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Are you and your trainer operating on the same wavelength?

So you've checked out all the necessary credentials, you've discussed rates and you've even gotten a few good references. Now, the only question that remains is whether this is a fitness trainer that you could work with – you know, really work with. Unfortunately, even the best set of qualifications can't guarantee that a trainer will be able to gel with your personal fitness style, and there's no way to find out besides digging in deep for a session or two. So what's a girl to do?

First, see if you can negotiate a trial workout or two before making a commitment. "Ask for one or two free no obligation workouts to see if you match up with the trainer and that you are feeling comfortable with them – then make a 10 or 20-session commitment," suggests Andrea Metcalf of the Huffington Post. "They should be willing and confident enough to make this work for both of you!"

Next, be sure you come prepared to these sessions with the knowledge of what to look for. Here are a few red flags (and green lights) that should help you on your path to good decision-making.

Talking the talk: Before you pick up those dumbbells, there should be a lengthy getting to know you conversation. According to the Washington Post, the right trainer will obtain a 360-degree view of your lifestyle, including sleep habits, diet, activities and more.

Lunk alert: A good trainer will listen to your requests and take your fitness goals into consideration, but he or she should also be ready to exercise the judgment to gently guide you away from investing all of your time on the treadmill (or, in my case, the rowing machine). Some trainers may also personally favor weights over cardio, but you shouldn't have to worry that you're going to wind up looking like Hulk Hogan when it's a ballerina body you're envisioning. If your workout feels off, speak up! A lack of balance in your routine is generally not in your best interest.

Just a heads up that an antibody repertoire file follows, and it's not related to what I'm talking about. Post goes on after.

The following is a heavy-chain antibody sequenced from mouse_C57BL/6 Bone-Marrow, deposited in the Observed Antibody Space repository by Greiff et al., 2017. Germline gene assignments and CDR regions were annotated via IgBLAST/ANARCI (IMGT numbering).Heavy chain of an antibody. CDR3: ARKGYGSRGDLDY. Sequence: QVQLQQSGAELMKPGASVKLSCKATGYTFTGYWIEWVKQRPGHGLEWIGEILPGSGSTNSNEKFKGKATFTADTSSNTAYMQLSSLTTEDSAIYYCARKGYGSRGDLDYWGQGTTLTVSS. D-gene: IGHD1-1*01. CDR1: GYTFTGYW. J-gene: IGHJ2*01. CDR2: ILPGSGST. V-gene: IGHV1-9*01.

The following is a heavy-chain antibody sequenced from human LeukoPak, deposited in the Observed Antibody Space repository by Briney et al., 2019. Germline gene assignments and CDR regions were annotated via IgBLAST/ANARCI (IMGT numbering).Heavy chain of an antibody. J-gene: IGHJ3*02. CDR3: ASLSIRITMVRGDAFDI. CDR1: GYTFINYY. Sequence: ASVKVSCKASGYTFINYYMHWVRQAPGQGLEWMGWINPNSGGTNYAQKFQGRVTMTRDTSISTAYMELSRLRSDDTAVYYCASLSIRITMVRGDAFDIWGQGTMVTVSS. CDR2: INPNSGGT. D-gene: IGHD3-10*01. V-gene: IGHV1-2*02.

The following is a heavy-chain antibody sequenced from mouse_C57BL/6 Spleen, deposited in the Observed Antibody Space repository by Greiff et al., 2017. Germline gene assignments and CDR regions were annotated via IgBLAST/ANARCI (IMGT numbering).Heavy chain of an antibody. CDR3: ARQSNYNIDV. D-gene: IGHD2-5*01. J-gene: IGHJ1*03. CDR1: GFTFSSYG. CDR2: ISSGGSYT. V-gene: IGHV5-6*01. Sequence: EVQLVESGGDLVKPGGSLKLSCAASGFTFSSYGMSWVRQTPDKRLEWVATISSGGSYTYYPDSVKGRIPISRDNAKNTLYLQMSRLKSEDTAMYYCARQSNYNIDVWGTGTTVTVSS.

Walk softly or carry a big stick?: If this is your first time working with a personal trainer, you may not know whether you work better under pressure or whether it's sweet, encouraging words you need. That being said, try to get a read for your trainer's motivational style and pay attention to the effect it's having on your workout. You don't have to take pleasure in a drill sergeant type to benefit from a firm hand, but if it's getting in the way of your progress, it may be time to seek someone who practices positive reinforcement techniques.

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Lauren Stewart
By: Lauren Stewart

Lauren Stewart is a freelancer writer from Michigan. She enjoys writing about beauty, health and fitness! She is passionate about learning new ways to take control of her health and wellness and is a makeup and skincare junkie! You can contact her by emailing